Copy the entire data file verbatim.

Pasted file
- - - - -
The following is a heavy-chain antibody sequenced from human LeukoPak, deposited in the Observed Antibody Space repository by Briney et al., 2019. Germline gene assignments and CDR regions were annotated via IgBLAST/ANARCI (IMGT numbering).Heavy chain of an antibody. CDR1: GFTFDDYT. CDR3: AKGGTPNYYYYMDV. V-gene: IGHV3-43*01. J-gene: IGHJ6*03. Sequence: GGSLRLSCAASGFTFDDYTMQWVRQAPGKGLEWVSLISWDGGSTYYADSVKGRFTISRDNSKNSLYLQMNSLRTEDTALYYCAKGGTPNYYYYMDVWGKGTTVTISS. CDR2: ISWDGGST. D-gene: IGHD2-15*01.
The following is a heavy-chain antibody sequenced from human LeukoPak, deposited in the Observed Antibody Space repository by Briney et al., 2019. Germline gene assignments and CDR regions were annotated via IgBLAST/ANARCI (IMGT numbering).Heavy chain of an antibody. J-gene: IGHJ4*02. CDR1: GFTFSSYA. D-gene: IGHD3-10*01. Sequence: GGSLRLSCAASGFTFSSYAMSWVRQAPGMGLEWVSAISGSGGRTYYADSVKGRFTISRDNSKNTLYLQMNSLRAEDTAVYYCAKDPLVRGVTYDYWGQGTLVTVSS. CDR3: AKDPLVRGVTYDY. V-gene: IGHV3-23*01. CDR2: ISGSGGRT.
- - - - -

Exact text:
The following is a heavy-chain antibody sequenced from human LeukoPak, deposited in the Observed Antibody Space repository by Briney et al., 2019. Germline gene assignments and CDR regions were annotated via IgBLAST/ANARCI (IMGT numbering).Heavy chain of an antibody. CDR1: GFTFDDYT. CDR3: AKGGTPNYYYYMDV. V-gene: IGHV3-43*01. J-gene: IGHJ6*03. Sequence: GGSLRLSCAASGFTFDDYTMQWVRQAPGKGLEWVSLISWDGGSTYYADSVKGRFTISRDNSKNSLYLQMNSLRTEDTALYYCAKGGTPNYYYYMDVWGKGTTVTISS. CDR2: ISWDGGST. D-gene: IGHD2-15*01.
The following is a heavy-chain antibody sequenced from human LeukoPak, deposited in the Observed Antibody Space repository by Briney et al., 2019. Germline gene assignments and CDR regions were annotated via IgBLAST/ANARCI (IMGT numbering).Heavy chain of an antibody. J-gene: IGHJ4*02. CDR1: GFTFSSYA. D-gene: IGHD3-10*01. Sequence: GGSLRLSCAASGFTFSSYAMSWVRQAPGMGLEWVSAISGSGGRTYYADSVKGRFTISRDNSKNTLYLQMNSLRAEDTAVYYCAKDPLVRGVTYDYWGQGTLVTVSS. CDR3: AKDPLVRGVTYDY. V-gene: IGHV3-23*01. CDR2: ISGSGGRT.